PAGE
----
CONTINUEThis site uses cookies. By continuing to browse this site you are agreeing to our use of cookies. Find out more.
  1. Front Page
  2. News By Topic
  3. France's Ayrault Eyes Radical Tax Reform In 2015

France's Ayrault Eyes Radical Tax Reform In 2015

by Ulrika Lomas,, Brussels

20 November 2013

French Prime Minister Jean-Marc Ayrault has unveiled plans to radically overhaul the country's "complex" tax system in 2015. Furthermore, the Minister has confirmed the Government's intention to press ahead with plans to raise value-added tax (VAT) from January 1, 2014.

In an interview with Les Echos, Prime Minister Ayrault stressed that the time has come for a complete reform – "in full transparency" – of the tax system, while nevertheless maintaining compulsory levies at a constant level.

Insisting that the French tax system has simply become "very complex, almost unreadable," Prime Minister Ayrault argued that individuals very often fail to understand its logic, or are not convinced that what they are paying is fair.

Maintaining that the envisaged tax reform will be prepared within a spirit of dialogue and confidence, Ayrault underlined the need to have both "the courage and lucidity" to start again. Prime Minister Ayrault explained that the aim of the tax reform is to ensure justice, efficiency, and clarity. Taxation has to support the creation of lasting wealth, the Minister stressed. In addition, Ayrault revealed that plans to merge income tax and the general social contribution (CSG) will form part of the debate.

Emphasizing the importance of a profound dialogue, Prime Minister Ayrault alluded to plans to meet the country's social partners in the coming days and made clear that lawmakers will also be included in the discussions. At the end of the consultation process, the Government aims to submit its tax reform proposals to parliament within the framework of the 2015 Budget, Ayrault said.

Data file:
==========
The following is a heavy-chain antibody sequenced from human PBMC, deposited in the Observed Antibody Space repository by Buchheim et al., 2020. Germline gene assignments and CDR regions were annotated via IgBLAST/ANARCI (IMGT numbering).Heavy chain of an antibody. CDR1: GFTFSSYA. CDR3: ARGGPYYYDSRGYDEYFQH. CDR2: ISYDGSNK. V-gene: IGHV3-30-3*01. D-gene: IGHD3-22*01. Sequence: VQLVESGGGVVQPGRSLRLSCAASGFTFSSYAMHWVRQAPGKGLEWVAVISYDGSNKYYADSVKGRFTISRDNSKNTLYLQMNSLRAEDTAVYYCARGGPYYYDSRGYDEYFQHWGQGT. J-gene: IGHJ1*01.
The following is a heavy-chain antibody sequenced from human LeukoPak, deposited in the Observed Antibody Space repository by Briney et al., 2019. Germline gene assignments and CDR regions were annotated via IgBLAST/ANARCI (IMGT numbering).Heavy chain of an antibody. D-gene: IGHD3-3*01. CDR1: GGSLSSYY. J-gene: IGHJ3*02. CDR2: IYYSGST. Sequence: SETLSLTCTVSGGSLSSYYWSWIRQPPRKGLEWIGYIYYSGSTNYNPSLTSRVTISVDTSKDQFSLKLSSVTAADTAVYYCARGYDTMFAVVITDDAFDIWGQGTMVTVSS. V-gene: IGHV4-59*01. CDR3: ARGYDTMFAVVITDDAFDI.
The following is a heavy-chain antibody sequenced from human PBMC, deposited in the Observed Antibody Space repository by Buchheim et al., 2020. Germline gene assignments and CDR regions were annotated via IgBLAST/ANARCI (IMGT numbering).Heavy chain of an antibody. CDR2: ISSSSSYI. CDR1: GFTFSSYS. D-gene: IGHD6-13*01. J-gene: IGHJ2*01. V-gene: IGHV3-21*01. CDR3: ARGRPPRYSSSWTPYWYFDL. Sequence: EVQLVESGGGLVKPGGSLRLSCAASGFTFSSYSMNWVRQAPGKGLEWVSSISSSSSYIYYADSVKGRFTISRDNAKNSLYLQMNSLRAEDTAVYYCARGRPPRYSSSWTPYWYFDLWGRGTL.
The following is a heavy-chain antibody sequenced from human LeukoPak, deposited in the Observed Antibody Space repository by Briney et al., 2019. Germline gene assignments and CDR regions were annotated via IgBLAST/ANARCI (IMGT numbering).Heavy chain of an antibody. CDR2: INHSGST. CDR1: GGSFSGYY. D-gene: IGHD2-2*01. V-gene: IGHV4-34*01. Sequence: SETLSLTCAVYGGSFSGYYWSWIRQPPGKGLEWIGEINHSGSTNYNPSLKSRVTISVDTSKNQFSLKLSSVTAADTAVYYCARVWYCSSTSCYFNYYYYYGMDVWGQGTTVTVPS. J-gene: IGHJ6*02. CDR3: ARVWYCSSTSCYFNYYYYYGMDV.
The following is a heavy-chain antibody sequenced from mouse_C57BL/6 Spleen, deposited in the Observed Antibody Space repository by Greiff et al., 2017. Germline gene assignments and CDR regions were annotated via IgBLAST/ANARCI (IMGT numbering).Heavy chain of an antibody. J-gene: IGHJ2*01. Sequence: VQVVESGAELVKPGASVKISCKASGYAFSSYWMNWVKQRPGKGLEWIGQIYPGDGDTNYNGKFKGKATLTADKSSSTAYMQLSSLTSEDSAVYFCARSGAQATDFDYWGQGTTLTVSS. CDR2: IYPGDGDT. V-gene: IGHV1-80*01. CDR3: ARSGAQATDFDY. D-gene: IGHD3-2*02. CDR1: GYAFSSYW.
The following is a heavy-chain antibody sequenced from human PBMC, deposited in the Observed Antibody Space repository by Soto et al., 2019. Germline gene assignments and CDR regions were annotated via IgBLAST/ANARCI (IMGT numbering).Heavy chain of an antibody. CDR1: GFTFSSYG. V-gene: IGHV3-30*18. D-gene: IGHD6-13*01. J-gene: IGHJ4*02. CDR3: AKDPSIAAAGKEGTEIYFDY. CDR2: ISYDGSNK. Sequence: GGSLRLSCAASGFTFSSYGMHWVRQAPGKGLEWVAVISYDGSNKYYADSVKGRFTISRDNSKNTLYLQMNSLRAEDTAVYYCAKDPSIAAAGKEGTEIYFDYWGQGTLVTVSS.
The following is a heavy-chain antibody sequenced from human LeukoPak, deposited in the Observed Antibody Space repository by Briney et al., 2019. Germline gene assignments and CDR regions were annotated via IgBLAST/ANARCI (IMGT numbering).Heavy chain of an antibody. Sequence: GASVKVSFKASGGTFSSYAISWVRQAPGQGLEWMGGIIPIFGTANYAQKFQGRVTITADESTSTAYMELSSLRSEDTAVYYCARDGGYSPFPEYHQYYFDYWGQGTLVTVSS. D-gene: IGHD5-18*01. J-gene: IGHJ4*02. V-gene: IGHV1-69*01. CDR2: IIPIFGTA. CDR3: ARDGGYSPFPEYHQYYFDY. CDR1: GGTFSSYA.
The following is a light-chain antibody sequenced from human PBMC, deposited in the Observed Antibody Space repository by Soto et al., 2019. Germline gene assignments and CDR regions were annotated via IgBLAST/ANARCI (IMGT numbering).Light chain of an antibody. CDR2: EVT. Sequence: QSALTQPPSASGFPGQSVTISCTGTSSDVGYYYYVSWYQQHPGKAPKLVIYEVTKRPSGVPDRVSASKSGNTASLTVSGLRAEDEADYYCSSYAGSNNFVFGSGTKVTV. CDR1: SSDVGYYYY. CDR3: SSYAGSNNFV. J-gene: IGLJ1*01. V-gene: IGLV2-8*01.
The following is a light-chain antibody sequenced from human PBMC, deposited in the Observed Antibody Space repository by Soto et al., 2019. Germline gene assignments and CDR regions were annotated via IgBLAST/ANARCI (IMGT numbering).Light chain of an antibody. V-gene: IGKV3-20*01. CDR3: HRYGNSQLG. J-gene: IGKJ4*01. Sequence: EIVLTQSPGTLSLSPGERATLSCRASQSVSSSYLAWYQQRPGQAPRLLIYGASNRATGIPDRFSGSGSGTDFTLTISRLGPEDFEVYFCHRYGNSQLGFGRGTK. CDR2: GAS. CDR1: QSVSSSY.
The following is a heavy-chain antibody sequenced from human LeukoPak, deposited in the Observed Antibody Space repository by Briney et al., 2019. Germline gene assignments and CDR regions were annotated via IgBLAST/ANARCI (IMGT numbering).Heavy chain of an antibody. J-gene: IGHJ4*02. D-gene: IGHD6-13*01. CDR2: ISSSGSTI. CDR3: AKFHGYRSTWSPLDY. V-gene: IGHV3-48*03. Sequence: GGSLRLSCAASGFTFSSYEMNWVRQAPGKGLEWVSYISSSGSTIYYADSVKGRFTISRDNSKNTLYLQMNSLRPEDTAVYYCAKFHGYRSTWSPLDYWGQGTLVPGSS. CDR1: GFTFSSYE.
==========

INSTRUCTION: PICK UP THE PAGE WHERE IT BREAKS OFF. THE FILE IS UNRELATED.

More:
Defiantly defending the Government's intention to raise VAT for certain sectors from January next year, the Prime Minister warned that to renege on such a decision would be to u-turn on plans to lower the lost of labor. This is simply out of the question, Ayrault added, pointing out that the moderate VAT rise was agreed a year ago. The measure is designed to finance the Government's CICE competitiveness and employment tax credit, and to reduce the cost of labor by EUR20bn (USD27bn), Ayrault continued, underlining that all companies, even small enterprises, will benefit from the tax break.

TAGS: individuals | tax | value added tax (VAT) | law | corporation tax | France | tax reform | individual income tax | European Union (EU) | Europe | Tax

To see today's news, click here.


Tax-News Reviews

Cyprus Review

A review and forecast of Cyprus's international business, legal and investment climate.

Visit Cyprus Review »

Malta Review

A review and forecast of Malta's international business, legal and investment climate.

Visit Malta Review »

Jersey Review

A review and forecast of Jersey's international business, legal and investment climate.

Visit Jersey Review »

Budget Review

A review of the latest budget news and government financial statements from around the world.

Visit Budget Review »

Stay Updated

Please enter your email address to join the mailing list. View previous newsletters.

By subscribing to our newsletter service, you agree to our Terms and Conditions and Privacy Policy.

To manage your mailing list preferences, please click here »